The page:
IMSA Could Present \u201cA New Heyday\u201d for Sports Car Racing

IMSA President John Doonan no doubt sighed with relief late last month when Cadillac finally announced its slightly delayed 2023 plans for the series’ new Le Mans Daytona hybrid program and its LMDh cars.

Cadillac and Dallara will run with two of the top teams—Chip Ganassi and Action Express—joining already-announced entries from Acura, BMW, Audi, and Porsche, with several other teams—including one from Lamborghini—waiting in the wings. Audi has solid plans for an LMDh car, according to published reports, but for the US market, only customer-based teams may be offered and not full factory involvement. Penske will run Porsche’s US-based teams.

With an adjustment in GT competition—gone will be GT Daytona and GT Le Mans, replaced by GT3 teams with an emphasis on amateur drivers and professional drivers in two separate classes—Doonan is hoping that by 2024, “we’ll have 50 to 60 cars on the grid for the 24 Hours of Daytona.”

What about 2023, when the new LMDh cars debut at Daytona? “Looking in the crystal ball,” Doonan told Autoweek, “we could have 12 to 15 Prototypes.

“It’s hard to say,” Doonan said. They’ve had inquiries from LMH manufacturers too who are interested in coming over. The LMH, or Hypercars, are more technologically advanced, and faster, than the LMDh cars, and would have to be dialed back to compete on a level playing field with LMDh.



The LMDh cars are rear-drive while some LMH cars are all-wheel-drive, and the front wheels would likely have to be made free-wheeling to compete. Having the LMH cars run for a separate overall win as they did at Le Mans was discussed, but won’t happen. IMSA would have to look at the LMH aerodynamics, speed, braking and the entire acceleration profile before a standardization could be presented.

“We’d also have to look at a common tire solution,” Doonan said. “We have to have a tech solution that will get us where we need to be.” Toyota, for instance, is expected to compete in the WEC race at Sebring, “and that would give us a good read for Toyota” and the FIA and WEC rules, on a track where IMSA competes and will likely test LMDh cars.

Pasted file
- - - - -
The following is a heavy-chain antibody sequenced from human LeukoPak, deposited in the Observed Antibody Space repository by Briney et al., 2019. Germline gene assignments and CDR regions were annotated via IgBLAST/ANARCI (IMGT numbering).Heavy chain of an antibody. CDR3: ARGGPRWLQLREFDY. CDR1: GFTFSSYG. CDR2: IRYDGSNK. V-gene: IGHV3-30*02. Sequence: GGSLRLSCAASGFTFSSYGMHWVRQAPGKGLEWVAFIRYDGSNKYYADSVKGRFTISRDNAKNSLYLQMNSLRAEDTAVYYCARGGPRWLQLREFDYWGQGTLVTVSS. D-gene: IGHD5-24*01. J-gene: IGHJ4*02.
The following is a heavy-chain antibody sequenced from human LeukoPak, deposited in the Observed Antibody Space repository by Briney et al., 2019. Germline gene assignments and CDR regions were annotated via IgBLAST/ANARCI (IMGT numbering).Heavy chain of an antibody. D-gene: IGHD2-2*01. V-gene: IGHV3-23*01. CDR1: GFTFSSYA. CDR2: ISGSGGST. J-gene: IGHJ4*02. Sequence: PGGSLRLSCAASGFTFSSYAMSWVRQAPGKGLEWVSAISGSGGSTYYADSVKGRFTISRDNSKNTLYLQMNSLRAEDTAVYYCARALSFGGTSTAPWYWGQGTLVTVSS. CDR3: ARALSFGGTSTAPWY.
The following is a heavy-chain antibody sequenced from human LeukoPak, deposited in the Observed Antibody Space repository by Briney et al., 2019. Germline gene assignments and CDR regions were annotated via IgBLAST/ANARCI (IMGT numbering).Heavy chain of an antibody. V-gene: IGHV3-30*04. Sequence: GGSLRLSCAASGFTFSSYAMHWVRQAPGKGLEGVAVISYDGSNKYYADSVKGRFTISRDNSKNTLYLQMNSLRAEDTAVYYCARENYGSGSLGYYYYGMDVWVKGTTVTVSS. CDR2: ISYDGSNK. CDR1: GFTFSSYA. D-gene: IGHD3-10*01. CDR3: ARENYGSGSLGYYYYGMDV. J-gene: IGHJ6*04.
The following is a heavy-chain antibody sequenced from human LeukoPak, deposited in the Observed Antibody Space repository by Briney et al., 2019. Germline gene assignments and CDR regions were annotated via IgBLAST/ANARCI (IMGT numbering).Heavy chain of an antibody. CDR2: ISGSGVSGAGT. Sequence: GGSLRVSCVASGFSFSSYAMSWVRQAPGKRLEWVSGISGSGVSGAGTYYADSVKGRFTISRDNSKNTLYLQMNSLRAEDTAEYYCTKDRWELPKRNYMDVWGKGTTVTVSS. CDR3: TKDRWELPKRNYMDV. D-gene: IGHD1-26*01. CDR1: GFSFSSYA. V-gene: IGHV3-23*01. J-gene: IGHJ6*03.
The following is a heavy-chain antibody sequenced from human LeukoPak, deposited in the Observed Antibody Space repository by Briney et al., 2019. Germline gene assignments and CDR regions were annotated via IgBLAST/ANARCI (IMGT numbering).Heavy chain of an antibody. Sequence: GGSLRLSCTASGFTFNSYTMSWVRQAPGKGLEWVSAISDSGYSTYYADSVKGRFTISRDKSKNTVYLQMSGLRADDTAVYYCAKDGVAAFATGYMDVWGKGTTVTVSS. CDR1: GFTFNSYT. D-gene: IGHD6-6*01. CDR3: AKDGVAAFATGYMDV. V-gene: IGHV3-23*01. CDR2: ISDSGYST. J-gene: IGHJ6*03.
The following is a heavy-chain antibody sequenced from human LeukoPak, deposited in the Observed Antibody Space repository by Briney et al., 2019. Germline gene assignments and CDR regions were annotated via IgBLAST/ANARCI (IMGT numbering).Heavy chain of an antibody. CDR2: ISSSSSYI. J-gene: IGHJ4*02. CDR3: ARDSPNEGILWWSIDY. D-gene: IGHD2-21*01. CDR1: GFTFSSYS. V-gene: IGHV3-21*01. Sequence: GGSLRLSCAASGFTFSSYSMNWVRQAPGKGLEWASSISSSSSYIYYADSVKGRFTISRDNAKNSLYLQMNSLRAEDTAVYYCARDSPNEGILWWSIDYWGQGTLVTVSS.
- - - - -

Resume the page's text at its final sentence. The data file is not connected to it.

IMSA, Doonan said, already has 18 manufacturers that compete in the WeatherTech SportsCar Championship and other IMSA-run series, so it’s unlikely that number would rise much, but there are manufacturers who aren’t competing, like Jaguar, for instance, that could field an LMDh car and increase the already-impressive total. “We have stability in both the short and long term, and massive momentum to move us forward. There’s a real can-do attitude from everyone involved, both the sanctioning bodies and the manufacturers and teams.”

Helpful, he said, was the July announcement made at Le Mans that the partnership among the sanctioning bodies would be extended to the next 10 years that added to the feeling of stability—important when you are asking manufacturers and teams to spend millions on new programs.

Doonan also said a successful 24 Hours of Le Mans this year has helped all of sports car racing. The stands were limited to 50,000 fans, “but it was really nice to see a lot of fans in the grandstands. Competition felt fierce, and therefore normal.”

IMSA’s own 2021 season is winding down, with 26 entries scheduled for the race at WeatherTech Raceway at Laguna Seca next weekend, with six DPi Prototypes, four LMP2 Prototypes, three GTLM cars, and a healthy GT Daytona field of 13 for the Hyundai Monterey Sports Car Championship. The 2021 season concludes with the Motul Petit Le Mans at Michelin Raceway at Road Atlanta on November 11-13.

“Growing up,” said Doonan, “I thought the heyday was in the mid-1980s,” with great competition and full fields. “But I think we’re on the eve of seeing competition that will bring a new heyday to sports car racing.”

Share your thoughts on IMSA, the state of sports car racing, and the importance of Le Mans in the comments below.

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